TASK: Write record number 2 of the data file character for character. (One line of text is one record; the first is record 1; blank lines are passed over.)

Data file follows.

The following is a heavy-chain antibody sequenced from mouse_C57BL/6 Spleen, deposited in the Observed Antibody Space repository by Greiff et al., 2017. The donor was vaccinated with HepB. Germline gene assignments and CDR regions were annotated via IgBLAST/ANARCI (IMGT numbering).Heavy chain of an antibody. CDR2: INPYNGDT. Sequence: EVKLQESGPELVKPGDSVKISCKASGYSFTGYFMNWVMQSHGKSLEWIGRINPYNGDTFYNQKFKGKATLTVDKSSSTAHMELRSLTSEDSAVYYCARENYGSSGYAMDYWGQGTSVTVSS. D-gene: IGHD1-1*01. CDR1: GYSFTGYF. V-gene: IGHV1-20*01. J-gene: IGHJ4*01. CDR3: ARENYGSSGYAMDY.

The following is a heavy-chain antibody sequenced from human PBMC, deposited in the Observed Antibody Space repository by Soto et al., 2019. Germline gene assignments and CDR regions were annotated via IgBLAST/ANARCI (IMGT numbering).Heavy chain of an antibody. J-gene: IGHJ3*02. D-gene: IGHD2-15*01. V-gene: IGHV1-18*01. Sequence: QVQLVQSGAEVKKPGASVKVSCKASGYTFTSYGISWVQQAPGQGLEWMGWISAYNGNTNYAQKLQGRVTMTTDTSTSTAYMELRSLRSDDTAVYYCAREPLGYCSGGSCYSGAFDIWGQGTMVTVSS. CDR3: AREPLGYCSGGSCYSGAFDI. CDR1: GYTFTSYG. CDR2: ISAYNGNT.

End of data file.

The following is a heavy-chain antibody sequenced from human PBMC, deposited in the Observed Antibody Space repository by Soto et al., 2019. Germline gene assignments and CDR regions were annotated via IgBLAST/ANARCI (IMGT numbering).Heavy chain of an antibody. J-gene: IGHJ3*02. D-gene: IGHD2-15*01. V-gene: IGHV1-18*01. Sequence: QVQLVQSGAEVKKPGASVKVSCKASGYTFTSYGISWVQQAPGQGLEWMGWISAYNGNTNYAQKLQGRVTMTTDTSTSTAYMELRSLRSDDTAVYYCAREPLGYCSGGSCYSGAFDIWGQGTMVTVSS. CDR3: AREPLGYCSGGSCYSGAFDI. CDR1: GYTFTSYG. CDR2: ISAYNGNT.